If this could once he brought about throughout the kingdom, that all children that are born and bred up in it, were thus fully instructed in the knowledge of Christ, and of that religion which he hath revealed to the world, till they are fit for the holy communion, and ready to engage in the affairs of the world, the next generation would be much better than this, and Christianity would then begin to flourish again, and appear in its native beauty and lustre. And verily, whatsoever some may think, such especially as were never catechised themselves, this is as great and necessary a duty as any that is required in all the Bible. For God himself by his apostle expressly commands all parents to bring up their children in the ‘nurture and admonition of the Lord;’ that is, as I have showed, to catechise or instruct them in the principles of the doctrine of our Lord Christ. And therefore they who do it not, live in the breach of a known law, yea, of many laws. There being many places in God’s holy word, where the same thing is commanded in other terms by Almighty God himself, saying, ‘These words which I command thee this day, shall be in thy heart, and thou shalt teach them diligently to thy children.’ And again, ‘Therefore shall ye lay up these words in your heart, and in your soul, and bind them for a sign upon your head, that they may be as frontlets between your eyes, and ye shall teach them your children.’228228 Deut. vi. 7; xi. 18, 19; iv. 10. This is that which he commands also by the wise man, ‘Train up a child in the way he should go, and when he is old he will not depart from it.’229229 Prov. xxii. 6. The word in the original which 240we translate train up, signifies also to dedicate or devote a child to the service of God, by instructing him how to do it, and exercising him continually in it; and therefore, in the margin of our Bibles, it is translated catechise a child; so that we have here both the necessity and usefulness of this duty; the necessity, in that it is commanded to train up, or catechise a child in the ways of God: and the usefulness, in that what a child is thus taught, will remain with him all his life long.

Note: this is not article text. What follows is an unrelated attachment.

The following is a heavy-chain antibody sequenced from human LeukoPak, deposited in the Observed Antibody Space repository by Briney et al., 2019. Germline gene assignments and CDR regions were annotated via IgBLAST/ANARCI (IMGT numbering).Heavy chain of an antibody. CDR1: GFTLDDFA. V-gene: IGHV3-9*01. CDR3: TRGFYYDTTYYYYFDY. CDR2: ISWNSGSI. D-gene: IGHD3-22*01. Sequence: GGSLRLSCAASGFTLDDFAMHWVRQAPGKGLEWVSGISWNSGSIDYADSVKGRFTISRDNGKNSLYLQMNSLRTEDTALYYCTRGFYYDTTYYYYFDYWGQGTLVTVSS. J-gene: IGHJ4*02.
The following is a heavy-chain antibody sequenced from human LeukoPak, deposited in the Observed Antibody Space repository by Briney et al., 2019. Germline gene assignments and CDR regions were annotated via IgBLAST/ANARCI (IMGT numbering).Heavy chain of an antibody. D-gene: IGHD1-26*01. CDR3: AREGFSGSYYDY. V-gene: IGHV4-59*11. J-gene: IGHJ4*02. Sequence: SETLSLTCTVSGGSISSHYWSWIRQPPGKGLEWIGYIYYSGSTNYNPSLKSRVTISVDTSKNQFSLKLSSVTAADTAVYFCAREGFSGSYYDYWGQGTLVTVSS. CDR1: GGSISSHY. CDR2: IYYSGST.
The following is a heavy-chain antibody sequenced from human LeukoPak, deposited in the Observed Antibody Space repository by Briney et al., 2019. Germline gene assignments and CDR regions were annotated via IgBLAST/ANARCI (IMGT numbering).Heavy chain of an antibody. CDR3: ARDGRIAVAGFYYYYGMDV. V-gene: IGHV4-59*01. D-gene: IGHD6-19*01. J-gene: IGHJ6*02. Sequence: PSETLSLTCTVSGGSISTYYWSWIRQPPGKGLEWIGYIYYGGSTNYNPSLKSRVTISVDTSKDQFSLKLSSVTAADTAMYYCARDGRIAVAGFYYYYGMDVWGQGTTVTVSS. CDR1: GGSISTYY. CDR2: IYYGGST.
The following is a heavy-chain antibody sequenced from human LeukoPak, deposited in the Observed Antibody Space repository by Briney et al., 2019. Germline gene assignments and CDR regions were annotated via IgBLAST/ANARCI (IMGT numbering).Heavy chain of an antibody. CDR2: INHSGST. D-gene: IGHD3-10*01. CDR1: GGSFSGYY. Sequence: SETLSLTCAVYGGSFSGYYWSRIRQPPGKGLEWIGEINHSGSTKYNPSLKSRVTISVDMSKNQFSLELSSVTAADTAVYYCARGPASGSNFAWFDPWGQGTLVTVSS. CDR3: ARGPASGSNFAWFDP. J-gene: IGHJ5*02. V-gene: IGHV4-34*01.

Seeing therefore that God hath laid so strict a command upon all parents, to bring up their children in the knowledge of himself, and of their duty to him, they can expect no other, but that be should take particular notice whether they do it or not; and reward or punish them accordingly. As we see in Abraham, what a special kindness hath God for him on this account? ‘Shall I hide from him,’ saith the Lord, ‘that thing which I do? Seeing that Abraham shall surely become a great and mighty nation, and all the nations upon earth shall be blessed in him.’ But why had he such an extraordinary favour for Abraham above all other men? God himself gives us the reason, saying, ‘For I know that he will command his children and his household after him, and they shall keep the way of the Lord.’230230 Gen. xviii. 19. This was the reason that Abraham was so much in favour, that he was called the ‘friend of God,’231231 Jam. ii. 23.